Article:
There definitely is a greater sense of "performance" than there used to be, and I guess if people pay their money they can expect some de-facto standup comedy, and the TNG troupe is amazing at doing that based on what I've seen on Youtube, but once it gets down to the photo-ops and autographs, then it's pure commerce which is not the way it used to be. Buying collectibles at the booths yes, but it was nice and discrete that the cost of an autograph (if you want to wait in line) was folded into the ticket. Handing money a-la-carte over to get someone's autograph is just tacky. I know it's how it is and it's not gonna go back, but I don't like it.
  17. pigletsgiblets

    pigletsgiblets Commodore Commodore

    Dec 17, 2003
    The only one I've met was Chase Masterson and she was very nice.:)

    LOKAI of CHERON Commodore Commodore

    I'm fairly certain I've recounted this story before on these boards, but what the hell. The only actor I've ever had a problem with is John de Lancie. This is going back years now, but I attended a De Lancie signing at the original Forbidden Planet store on London's New Oxford Street. Prior to getting my 10x8 signed, I struck up a conversation with a young lady directly behind me in the queue - we were both greatly anticipating meeting the clever and talented actor who brilliantly brought the irascible Q so colourfully to life.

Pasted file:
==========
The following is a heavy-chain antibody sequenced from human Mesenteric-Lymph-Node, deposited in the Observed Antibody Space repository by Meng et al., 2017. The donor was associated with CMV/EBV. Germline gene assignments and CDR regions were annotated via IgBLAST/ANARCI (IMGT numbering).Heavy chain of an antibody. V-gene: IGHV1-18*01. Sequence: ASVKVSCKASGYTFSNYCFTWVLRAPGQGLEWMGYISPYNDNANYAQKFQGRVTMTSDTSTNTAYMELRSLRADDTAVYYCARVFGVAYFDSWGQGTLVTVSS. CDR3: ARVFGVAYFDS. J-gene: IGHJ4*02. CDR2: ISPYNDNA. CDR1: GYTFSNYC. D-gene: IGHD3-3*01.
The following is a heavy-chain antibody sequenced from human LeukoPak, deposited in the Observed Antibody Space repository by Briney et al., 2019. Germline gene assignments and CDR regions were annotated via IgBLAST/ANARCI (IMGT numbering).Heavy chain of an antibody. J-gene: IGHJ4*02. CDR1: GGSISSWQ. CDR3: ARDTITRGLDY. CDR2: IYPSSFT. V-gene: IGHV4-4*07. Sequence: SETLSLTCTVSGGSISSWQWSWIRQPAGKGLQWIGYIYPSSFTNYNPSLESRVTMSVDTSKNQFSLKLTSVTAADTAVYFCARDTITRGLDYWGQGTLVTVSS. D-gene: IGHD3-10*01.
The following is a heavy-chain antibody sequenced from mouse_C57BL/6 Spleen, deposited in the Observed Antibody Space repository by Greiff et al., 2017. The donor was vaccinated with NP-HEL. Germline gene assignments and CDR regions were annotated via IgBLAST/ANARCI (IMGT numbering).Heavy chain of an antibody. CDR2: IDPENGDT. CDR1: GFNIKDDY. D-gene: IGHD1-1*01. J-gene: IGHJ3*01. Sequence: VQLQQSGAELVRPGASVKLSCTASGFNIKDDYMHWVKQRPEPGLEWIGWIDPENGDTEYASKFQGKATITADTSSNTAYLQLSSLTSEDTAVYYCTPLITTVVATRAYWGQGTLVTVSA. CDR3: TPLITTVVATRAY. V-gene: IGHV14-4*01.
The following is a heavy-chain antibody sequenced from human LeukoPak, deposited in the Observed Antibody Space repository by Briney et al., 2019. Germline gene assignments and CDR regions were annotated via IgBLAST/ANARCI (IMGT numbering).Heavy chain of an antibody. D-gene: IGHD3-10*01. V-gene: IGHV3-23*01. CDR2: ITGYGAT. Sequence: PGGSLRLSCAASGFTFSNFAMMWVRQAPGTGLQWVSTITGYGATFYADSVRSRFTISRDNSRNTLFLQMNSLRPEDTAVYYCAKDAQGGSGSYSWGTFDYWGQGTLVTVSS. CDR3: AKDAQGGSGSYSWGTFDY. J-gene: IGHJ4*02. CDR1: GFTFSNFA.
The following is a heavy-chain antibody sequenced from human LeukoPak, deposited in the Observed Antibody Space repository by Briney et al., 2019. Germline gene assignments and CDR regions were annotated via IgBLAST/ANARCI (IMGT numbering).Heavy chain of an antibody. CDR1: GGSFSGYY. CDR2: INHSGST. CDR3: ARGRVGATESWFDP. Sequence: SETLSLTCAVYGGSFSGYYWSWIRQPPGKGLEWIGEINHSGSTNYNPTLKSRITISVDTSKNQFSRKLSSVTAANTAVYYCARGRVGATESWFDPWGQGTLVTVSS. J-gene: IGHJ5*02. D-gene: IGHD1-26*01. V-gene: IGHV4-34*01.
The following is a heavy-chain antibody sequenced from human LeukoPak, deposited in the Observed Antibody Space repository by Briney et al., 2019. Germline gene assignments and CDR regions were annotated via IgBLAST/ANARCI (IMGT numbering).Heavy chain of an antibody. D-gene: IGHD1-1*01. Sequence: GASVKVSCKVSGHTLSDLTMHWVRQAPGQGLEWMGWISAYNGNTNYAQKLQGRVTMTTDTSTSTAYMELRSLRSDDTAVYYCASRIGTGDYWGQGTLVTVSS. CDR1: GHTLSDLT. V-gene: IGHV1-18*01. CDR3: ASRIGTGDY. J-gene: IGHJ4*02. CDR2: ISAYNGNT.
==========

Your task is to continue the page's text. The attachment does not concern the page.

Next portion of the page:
Upon reaching him, I took my regular low key approach (in my suit, fresh from a business call in the West End) by simply saying "Hi there, pleased to meet you - could you sign it to ******* please". Honestly, all I got back could only be described as a "grunt" and a totally blank stare - plus the signature of course. I waited briefly for my new acquaintance, and she reported almost exactly the same experience.

    OK, he could have been having a really bad day, but I'd dropped good money for just a few seconds of his time, and walked away feeling thoroughly disillusioned and extremely disappointed - wishing I hadn't bothered to be honest. It took me quite a while to put it all out of my head and return to appreciating his superb work as Q once again.
  19. Amaris

    Amaris Abiding Eos Premium Member

    Dec 25, 2002
    United States
    Well, I wouldn't call him "least favorite" by any means, but when I met Christopher Lloyd, he was more than a bit standoff-ish. Of course, he could have been having a bad day, so I don't really hold that against him. He was still very polite.